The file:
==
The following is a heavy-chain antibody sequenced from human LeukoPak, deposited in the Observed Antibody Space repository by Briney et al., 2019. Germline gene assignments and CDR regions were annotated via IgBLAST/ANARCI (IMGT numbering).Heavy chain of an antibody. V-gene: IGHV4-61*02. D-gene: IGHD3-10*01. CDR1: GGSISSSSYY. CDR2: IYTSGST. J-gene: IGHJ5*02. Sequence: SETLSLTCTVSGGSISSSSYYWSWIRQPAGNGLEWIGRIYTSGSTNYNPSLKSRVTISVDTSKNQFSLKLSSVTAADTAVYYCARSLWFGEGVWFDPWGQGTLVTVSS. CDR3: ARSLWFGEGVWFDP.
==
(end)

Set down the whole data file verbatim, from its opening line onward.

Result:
The following is a heavy-chain antibody sequenced from human LeukoPak, deposited in the Observed Antibody Space repository by Briney et al., 2019. Germline gene assignments and CDR regions were annotated via IgBLAST/ANARCI (IMGT numbering).Heavy chain of an antibody. V-gene: IGHV4-61*02. D-gene: IGHD3-10*01. CDR1: GGSISSSSYY. CDR2: IYTSGST. J-gene: IGHJ5*02. Sequence: SETLSLTCTVSGGSISSSSYYWSWIRQPAGNGLEWIGRIYTSGSTNYNPSLKSRVTISVDTSKNQFSLKLSSVTAADTAVYYCARSLWFGEGVWFDPWGQGTLVTVSS. CDR3: ARSLWFGEGVWFDP.